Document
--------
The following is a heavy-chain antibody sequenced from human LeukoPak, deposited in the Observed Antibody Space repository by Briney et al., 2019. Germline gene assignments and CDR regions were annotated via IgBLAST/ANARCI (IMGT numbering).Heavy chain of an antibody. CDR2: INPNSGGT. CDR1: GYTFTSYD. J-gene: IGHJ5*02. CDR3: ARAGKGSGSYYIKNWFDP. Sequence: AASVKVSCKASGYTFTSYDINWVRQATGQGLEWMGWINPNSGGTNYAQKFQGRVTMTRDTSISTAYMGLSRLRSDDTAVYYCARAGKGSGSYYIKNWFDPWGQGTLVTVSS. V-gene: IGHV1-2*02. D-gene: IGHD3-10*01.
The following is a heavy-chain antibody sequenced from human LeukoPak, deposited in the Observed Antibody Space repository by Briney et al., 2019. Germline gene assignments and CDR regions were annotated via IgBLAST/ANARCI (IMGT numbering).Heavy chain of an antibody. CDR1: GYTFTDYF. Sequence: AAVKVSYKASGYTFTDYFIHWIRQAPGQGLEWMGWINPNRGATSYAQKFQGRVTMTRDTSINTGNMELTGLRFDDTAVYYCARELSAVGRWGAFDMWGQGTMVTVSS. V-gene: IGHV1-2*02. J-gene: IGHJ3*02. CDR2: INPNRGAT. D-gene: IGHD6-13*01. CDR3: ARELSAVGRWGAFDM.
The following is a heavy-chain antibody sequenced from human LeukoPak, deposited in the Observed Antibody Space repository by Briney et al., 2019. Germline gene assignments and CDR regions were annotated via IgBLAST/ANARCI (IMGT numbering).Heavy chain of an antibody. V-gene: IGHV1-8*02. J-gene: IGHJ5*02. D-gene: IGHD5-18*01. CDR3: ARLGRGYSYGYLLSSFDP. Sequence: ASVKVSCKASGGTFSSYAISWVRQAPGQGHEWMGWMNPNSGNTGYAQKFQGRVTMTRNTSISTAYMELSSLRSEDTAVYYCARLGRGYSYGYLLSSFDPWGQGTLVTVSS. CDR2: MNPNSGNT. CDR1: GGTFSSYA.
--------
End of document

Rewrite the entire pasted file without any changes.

The following is a heavy-chain antibody sequenced from human LeukoPak, deposited in the Observed Antibody Space repository by Briney et al., 2019. Germline gene assignments and CDR regions were annotated via IgBLAST/ANARCI (IMGT numbering).Heavy chain of an antibody. CDR2: INPNSGGT. CDR1: GYTFTSYD. J-gene: IGHJ5*02. CDR3: ARAGKGSGSYYIKNWFDP. Sequence: AASVKVSCKASGYTFTSYDINWVRQATGQGLEWMGWINPNSGGTNYAQKFQGRVTMTRDTSISTAYMGLSRLRSDDTAVYYCARAGKGSGSYYIKNWFDPWGQGTLVTVSS. V-gene: IGHV1-2*02. D-gene: IGHD3-10*01.
The following is a heavy-chain antibody sequenced from human LeukoPak, deposited in the Observed Antibody Space repository by Briney et al., 2019. Germline gene assignments and CDR regions were annotated via IgBLAST/ANARCI (IMGT numbering).Heavy chain of an antibody. CDR1: GYTFTDYF. Sequence: AAVKVSYKASGYTFTDYFIHWIRQAPGQGLEWMGWINPNRGATSYAQKFQGRVTMTRDTSINTGNMELTGLRFDDTAVYYCARELSAVGRWGAFDMWGQGTMVTVSS. V-gene: IGHV1-2*02. J-gene: IGHJ3*02. CDR2: INPNRGAT. D-gene: IGHD6-13*01. CDR3: ARELSAVGRWGAFDM.
The following is a heavy-chain antibody sequenced from human LeukoPak, deposited in the Observed Antibody Space repository by Briney et al., 2019. Germline gene assignments and CDR regions were annotated via IgBLAST/ANARCI (IMGT numbering).Heavy chain of an antibody. V-gene: IGHV1-8*02. J-gene: IGHJ5*02. D-gene: IGHD5-18*01. CDR3: ARLGRGYSYGYLLSSFDP. Sequence: ASVKVSCKASGGTFSSYAISWVRQAPGQGHEWMGWMNPNSGNTGYAQKFQGRVTMTRNTSISTAYMELSSLRSEDTAVYYCARLGRGYSYGYLLSSFDPWGQGTLVTVSS. CDR2: MNPNSGNT. CDR1: GGTFSSYA.